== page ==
Powerful typhoon hits southwest Japan, killing at least one person

Rescue workers at the site of a landslide in southern Japan
Rescue workers conduct a search operation at the site of a landslide in Miyazaki prefecture in southern Japan after a powerful typhoon slammed ashore.
(Kyodo News)

A tropical storm slammed southwestern Japan with rainfall and winds Monday, leaving one person dead and another missing, as it swerved north toward Tokyo.

Residential streets were flooded with muddy water from rivers, and swaths of homes lost power after Typhoon Nanmadol made landfall in the Kyushu region Sunday before weakening to a tropical storm.

A man was found dead early Monday in his car, which was sunk in water on a farm, said Yoshiharu Maeda, a disaster-response official in the city of Miyakonojo, in Miyazaki prefecture. A person was also missing after a cottage was caught in a landslide, according to a prefectural official.


Nanmadol has sustained winds of 67 mph and gusts of up to 100 mph, according to the Japan Meteorological Agency.

Tens of thousands of people spent the night in gymnasiums and other facilities in a precautionary evacuation of vulnerable homes.

More than 60 people were injured, including those who fell down in the rain or were hit by shards of glass, according to Japanese media reports.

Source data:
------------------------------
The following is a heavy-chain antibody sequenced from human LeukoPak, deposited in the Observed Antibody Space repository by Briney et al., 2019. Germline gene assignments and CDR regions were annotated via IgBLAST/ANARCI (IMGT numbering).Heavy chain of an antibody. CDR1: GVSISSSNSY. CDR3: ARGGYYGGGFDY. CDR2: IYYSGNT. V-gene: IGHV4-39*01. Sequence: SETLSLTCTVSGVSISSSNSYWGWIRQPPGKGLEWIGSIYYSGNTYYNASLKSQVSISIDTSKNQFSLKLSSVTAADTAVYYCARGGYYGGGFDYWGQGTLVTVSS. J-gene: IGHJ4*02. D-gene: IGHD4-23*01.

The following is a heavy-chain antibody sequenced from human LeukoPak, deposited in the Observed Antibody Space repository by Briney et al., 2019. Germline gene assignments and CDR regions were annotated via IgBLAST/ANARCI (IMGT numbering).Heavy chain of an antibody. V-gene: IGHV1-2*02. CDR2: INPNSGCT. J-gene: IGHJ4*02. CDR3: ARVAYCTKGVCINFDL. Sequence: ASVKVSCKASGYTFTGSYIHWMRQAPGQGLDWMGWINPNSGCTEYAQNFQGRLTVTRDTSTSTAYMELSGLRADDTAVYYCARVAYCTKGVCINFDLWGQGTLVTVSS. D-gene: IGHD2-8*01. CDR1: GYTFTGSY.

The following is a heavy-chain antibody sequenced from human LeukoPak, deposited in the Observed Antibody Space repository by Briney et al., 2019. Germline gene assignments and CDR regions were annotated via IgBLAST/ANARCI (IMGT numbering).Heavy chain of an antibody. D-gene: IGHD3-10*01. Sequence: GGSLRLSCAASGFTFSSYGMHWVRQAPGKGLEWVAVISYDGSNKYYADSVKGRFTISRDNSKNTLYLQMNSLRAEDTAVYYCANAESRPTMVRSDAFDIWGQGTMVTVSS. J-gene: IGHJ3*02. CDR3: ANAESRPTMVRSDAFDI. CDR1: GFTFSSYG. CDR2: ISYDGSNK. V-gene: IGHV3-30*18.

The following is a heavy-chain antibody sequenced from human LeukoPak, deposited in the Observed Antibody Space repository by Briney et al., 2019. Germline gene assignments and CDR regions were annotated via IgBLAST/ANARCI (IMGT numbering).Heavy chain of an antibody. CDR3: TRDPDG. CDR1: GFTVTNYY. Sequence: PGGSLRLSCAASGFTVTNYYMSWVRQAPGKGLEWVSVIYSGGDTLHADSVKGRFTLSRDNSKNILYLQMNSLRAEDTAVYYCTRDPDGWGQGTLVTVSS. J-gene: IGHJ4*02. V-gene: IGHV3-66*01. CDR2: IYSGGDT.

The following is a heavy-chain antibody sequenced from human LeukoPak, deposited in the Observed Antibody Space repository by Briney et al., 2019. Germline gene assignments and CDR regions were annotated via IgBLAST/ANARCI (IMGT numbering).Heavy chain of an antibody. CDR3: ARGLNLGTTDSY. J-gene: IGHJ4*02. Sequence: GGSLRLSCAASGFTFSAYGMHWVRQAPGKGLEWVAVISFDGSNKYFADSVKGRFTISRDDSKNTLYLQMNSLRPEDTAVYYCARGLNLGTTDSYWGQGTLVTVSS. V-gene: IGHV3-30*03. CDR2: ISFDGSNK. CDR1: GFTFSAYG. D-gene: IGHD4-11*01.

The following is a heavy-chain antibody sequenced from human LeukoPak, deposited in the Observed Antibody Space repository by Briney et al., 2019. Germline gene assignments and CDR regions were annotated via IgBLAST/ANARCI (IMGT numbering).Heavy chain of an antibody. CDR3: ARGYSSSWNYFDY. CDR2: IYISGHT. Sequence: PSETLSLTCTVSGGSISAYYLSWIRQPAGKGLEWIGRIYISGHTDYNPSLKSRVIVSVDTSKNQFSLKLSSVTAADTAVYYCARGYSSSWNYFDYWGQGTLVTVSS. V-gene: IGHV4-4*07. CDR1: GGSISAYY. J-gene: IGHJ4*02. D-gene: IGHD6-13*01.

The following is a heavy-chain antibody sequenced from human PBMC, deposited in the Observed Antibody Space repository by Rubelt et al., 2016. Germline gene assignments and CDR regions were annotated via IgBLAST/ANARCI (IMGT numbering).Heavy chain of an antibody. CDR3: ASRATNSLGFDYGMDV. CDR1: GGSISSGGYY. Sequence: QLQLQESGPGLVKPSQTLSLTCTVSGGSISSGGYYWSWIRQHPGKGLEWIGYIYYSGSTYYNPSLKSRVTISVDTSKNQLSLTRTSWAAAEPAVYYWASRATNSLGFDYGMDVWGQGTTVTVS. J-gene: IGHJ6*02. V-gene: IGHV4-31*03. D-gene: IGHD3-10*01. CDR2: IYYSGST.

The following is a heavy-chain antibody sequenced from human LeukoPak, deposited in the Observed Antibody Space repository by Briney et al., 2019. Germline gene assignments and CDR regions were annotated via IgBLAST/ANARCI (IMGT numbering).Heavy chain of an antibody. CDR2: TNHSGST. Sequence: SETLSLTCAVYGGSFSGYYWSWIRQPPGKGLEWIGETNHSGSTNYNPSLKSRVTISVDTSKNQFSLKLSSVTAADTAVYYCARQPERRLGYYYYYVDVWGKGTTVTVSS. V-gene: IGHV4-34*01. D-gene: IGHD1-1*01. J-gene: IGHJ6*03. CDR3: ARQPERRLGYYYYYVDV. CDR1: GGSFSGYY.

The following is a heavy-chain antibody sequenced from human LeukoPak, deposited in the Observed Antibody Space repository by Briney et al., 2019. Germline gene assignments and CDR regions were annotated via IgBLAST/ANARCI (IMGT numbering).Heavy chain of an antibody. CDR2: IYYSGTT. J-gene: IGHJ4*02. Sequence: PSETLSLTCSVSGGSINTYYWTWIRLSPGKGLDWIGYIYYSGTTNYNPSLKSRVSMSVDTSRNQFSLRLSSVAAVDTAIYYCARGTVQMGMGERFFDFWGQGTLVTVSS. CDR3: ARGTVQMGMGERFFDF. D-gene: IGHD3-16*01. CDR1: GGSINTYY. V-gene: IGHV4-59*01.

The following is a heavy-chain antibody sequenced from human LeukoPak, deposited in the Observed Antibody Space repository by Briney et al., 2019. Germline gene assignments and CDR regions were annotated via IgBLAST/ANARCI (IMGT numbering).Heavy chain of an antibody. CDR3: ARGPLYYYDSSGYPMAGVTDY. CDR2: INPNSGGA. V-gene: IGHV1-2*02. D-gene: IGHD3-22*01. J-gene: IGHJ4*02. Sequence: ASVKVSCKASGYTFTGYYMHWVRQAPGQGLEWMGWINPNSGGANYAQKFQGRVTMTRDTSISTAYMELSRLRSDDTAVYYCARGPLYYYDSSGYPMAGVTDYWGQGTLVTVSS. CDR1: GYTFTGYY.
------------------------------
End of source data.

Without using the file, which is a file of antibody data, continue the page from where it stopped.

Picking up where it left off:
The hurricane unleashed landslides amid lashing rain that could reach historic levels, with up to 30 inches possible in the east and south.

Sept. 19, 2022

Torrential winds smashed signboards. A construction crane snapped and a window of a pachinko parlor was shattered in Kagoshima city, southwestern Japan.

Bullet trains and airlines suspended service. Warnings were issued about landslides and swelling rivers. Convenience stores shut and delivery services were halted in southwestern Japan, while some highways were closed and people had some problems with cellphone connections.


The storm is forecast to continue dumping rain on its northeasterly path over Japan’s main island of Honshu, before moving over Tokyo and then northeastern Japan.